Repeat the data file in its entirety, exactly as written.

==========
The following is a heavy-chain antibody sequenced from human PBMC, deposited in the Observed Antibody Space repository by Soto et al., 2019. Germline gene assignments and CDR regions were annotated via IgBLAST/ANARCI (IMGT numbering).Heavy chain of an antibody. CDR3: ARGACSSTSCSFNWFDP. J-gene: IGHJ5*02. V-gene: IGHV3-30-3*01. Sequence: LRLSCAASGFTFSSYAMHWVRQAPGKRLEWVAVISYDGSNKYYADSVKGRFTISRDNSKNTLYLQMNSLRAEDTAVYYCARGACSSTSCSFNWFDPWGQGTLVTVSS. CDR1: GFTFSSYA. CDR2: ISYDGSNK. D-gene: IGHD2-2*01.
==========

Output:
The following is a heavy-chain antibody sequenced from human PBMC, deposited in the Observed Antibody Space repository by Soto et al., 2019. Germline gene assignments and CDR regions were annotated via IgBLAST/ANARCI (IMGT numbering).Heavy chain of an antibody. CDR3: ARGACSSTSCSFNWFDP. J-gene: IGHJ5*02. V-gene: IGHV3-30-3*01. Sequence: LRLSCAASGFTFSSYAMHWVRQAPGKRLEWVAVISYDGSNKYYADSVKGRFTISRDNSKNTLYLQMNSLRAEDTAVYYCARGACSSTSCSFNWFDPWGQGTLVTVSS. CDR1: GFTFSSYA. CDR2: ISYDGSNK. D-gene: IGHD2-2*01.